More is likely to be heard on most if not all of the subjects covered in Professor Hall's presentation, not least the need for a publicity offensive to counter the seeming lack of awareness of the importance of the DACTARI scheme amongst the profession. The BVA's Companion Animal Group has been charged by Council with progressing the issues raised.
Following discussion on the use of electronic training devices at the recent BVA Animal Welfare Foundation Discussion Forum, BVA Council also considered the existing BSAVA/BVA policy, which is to be reviewed by the Ethics and Welfare Group in order to underline the difference between devices used for training and those used, for instance with farm animals, for containment.
Council also received updates on activities to date concerning the Veterinary Surgeons Act, including the results of the House of Commons Environment, Food and Rural Affairs Committee's (EFRACom) inquiry into whether the Act should be replaced and agreed on the key four aspects of a new Act that BVA should concentrate on, namely a new Council structure, a statutory framework for the veterinary nursing profession, the regulation of paraprofessionals and CPD; and on the work of Defra's Vets and Veterinary Services working group and the input provided to it by the BVA including a paper on 'Strengths and Weaknesses of Evolving vs Traditional Rural Veterinary Businesses'.
Professor Philip Lowe, the chair of VVSWG has now asked for further information from BVA about the role of practicing vets in providing surveillance information about disease and Council's advice and input was sought by the Production Animal Group which is co-ordinating a BVA response.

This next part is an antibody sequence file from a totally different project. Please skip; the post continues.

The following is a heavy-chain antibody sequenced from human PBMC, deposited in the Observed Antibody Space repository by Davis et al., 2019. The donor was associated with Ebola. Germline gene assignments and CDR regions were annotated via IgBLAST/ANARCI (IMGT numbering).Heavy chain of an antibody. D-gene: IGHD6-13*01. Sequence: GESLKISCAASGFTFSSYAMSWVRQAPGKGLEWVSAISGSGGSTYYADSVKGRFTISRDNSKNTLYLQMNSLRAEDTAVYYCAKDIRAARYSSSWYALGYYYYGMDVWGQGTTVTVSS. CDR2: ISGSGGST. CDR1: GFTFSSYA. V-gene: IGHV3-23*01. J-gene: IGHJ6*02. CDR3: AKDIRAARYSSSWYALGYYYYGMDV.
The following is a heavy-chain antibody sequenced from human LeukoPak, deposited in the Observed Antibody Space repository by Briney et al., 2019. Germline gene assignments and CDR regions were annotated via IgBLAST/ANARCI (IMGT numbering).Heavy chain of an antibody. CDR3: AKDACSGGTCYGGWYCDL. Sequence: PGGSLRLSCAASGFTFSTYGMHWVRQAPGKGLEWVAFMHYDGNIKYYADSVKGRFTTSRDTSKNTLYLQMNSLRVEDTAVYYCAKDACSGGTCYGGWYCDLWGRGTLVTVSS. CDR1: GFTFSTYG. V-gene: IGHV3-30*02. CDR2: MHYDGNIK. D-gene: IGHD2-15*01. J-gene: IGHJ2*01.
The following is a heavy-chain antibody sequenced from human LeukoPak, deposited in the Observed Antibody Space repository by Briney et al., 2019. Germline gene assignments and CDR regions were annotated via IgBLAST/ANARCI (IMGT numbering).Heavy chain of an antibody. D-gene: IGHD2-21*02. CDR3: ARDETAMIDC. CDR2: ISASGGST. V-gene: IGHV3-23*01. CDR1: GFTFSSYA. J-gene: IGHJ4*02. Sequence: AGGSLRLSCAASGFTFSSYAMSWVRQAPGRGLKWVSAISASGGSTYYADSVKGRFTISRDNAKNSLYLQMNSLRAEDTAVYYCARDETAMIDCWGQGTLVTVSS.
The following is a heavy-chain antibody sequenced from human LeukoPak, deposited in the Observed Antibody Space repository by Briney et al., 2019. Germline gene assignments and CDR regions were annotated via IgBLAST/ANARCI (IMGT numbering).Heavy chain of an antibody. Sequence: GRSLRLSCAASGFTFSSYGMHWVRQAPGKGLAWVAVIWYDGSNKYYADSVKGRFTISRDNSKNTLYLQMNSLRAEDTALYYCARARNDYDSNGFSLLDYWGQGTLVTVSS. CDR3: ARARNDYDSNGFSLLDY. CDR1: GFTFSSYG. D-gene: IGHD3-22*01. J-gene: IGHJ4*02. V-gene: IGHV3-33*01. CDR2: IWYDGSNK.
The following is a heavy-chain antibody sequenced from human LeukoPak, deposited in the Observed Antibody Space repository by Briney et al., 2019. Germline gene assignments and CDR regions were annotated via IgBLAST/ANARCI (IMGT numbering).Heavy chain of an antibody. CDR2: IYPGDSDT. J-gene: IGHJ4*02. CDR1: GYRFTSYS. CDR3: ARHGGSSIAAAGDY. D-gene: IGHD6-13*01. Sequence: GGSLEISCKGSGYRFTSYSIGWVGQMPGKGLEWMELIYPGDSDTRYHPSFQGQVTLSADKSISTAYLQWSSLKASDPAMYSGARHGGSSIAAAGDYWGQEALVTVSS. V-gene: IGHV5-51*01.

BVA Council also provided an opportunity for Defra's new Chief Veterinary Officer, Mr Nigel Gibbens, to outline his key issues including new and emerging diseases, animal welfare, responsibility and cost sharing, risk assessments and management, BSE controls, the EU health strategy, border controls, science and research, endemic disease, climate change and food security. In explaining that he was not a Director General, Mr Gibbens advised that this released him from that role's administrative burden but that he remained as the spokesman both for the UK and in the EU on emergency disease response.
The CVO outlined areas where he hoped that BVA and Defra could work together, including the forthcoming European Veterinary Week and the EU action plan for the Animal Health and Welfare Strategy as well as the Veterinary Surgeons Act on which he was confident that a bid for parliamentary time would be made in 2011. In the more immediate future, he looked forward to the publication of Professor Lowe's Vets and Veterinary Services Report in the autumn but warned that pressure on budgets was such that only core responsibilities would be upheld. Research would be funded only if it was for the public good.